The only exceptions were perhaps rose and orange 'floral waters' which were still quite popular up until the 1950's, when they began to be replaced with cheaper synthetics in the U.K. Pharmacies had begun to sell a synthetic concentrate of rose or orange flower which was diluted at home and used in cake icing, cooking or salads.
It is only quite recently that there has been an increase in interest for these ready to use products, and this is of course great news. Unfortunately, newcomers to aromatherapy are often confused by the different terms used, leaving them unsure as to exactly what is, and what is not, a true hydrosol. And who can blame them, given the dubious practices of some less knowledgeable suppliers?
Like essential oils, the aroma of a hydrosol may vary from season to season even when it comes from the same geographical location. This is because the weather can have a dramatic effect on the plant whilst growing, and during seasons of extreme heat, rain or drought, the plants delicate chemistry is changed which in turn affects the fragrance of its essential oil.
In addition, the chemistry of a plant is affected by the soil that it is grown in, therefore the aroma of a particular essential oil or hydrosol will be different according to its country of origin. These slight variations can often be an indication that a hydrosol is natural, and not man-made.
You may be surprised to learn that many of the 'floral waters' available today have been made with synthetic compounds which have no therapeutic or beautifying qualities. Others are produced by adding essential oils or absolutes to water by using alcohol or some other type of dispersant or solvent. This may appear to be perfectly acceptable, since the finished product contains essential oil and has a pleasant fragrance similar to a natural hydrosol.
However, this type of reconstituted product lacks the wealth of vital healing properties present in a true hydrosol, - remember, many of the plant constituents were dissolved into the water whilst extracting the oil, so they were never present in the essential oil in the first place! Therefore adding an essential oil to water will never create a product with the same range of healing benefits as a true hydrosol. There is simply no substitute for a true hydrosol, so don't let anybody try and fool you.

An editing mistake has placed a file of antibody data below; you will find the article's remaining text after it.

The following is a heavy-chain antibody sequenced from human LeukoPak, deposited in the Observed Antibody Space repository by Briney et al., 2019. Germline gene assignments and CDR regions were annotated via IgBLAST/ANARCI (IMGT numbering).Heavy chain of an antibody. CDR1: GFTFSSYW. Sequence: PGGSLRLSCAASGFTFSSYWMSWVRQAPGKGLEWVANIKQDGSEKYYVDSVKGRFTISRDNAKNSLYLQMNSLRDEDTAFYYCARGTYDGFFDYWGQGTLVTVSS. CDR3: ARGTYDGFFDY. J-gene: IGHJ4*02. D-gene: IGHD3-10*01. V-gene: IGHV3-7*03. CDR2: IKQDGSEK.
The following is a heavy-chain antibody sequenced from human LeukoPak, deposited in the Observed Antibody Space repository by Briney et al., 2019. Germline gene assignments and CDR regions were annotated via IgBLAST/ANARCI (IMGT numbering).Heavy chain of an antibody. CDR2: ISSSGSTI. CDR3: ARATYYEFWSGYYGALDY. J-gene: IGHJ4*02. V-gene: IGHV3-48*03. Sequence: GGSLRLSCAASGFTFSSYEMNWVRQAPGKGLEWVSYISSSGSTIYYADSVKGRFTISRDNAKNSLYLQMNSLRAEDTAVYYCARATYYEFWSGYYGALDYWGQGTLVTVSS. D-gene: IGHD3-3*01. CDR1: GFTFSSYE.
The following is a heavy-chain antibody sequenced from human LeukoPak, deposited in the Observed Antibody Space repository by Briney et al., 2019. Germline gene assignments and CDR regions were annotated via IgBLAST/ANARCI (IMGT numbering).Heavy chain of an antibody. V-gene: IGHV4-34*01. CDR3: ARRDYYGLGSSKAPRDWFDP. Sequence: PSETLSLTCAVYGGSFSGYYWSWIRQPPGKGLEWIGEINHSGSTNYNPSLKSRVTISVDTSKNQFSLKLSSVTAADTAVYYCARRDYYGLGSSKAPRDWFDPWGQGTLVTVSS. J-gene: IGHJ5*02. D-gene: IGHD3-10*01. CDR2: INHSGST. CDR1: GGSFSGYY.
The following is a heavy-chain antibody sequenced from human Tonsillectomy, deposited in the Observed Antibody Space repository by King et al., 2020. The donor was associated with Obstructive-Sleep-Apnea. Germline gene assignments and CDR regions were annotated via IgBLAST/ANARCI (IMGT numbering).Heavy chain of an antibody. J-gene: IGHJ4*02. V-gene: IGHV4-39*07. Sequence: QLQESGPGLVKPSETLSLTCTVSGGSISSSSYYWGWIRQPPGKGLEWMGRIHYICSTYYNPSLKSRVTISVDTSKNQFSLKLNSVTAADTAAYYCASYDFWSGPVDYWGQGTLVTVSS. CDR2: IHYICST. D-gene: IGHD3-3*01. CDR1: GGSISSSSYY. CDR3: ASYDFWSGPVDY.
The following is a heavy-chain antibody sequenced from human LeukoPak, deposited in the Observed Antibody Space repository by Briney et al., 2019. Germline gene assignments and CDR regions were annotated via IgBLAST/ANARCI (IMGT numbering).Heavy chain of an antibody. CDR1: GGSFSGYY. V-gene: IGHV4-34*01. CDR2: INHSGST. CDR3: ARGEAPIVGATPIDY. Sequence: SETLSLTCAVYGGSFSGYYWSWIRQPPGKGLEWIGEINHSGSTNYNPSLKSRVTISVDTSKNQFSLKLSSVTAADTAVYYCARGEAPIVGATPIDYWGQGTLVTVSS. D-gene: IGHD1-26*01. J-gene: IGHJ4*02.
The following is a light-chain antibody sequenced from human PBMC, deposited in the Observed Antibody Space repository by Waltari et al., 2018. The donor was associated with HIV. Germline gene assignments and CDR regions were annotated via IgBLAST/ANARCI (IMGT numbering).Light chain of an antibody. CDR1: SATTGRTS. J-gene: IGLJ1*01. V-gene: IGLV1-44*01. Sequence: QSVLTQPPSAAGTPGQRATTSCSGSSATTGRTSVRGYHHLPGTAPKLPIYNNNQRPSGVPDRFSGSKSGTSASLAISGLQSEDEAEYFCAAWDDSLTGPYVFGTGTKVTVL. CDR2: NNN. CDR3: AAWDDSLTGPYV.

Of late it has become quite common for these man-made products to be misleadingly referred to as hydrosols or hydrolats by some manufacturers and suppliers, thus making the situation extremely confusing. Be sure to seek reassurances that you are buying a natural, co-product and not a re-constituted counterfeit.
Take care when buying hydrolates produced from sources such as citrus fruits or flowers that are usually extracted by solvents. Since citrus essential oils are cold pressed and not steam distilled, these hydrosols must be specially made and are not at all common. Jasmine 'hydrosol' is another example that should be purchased with caution since the oil is almost exclusively extracted by the use of solvents and can not be steam distilled. Always make enquiries before buying hydrosols such as these.
Hydrosols are highly versatile and can be used for personal care and around the house. In skincare, Rose, Orange Blossom (Neroli) and Lavender hydrosols are great for hydrating dry skin and cooling hot and sensitised skin. If you have been out in the sun too long and got burned, Lavender hydrosol is soothing and comforting as well as healing. Used in the final rinse after shampooing hydrosols help to condition hair and add a shine.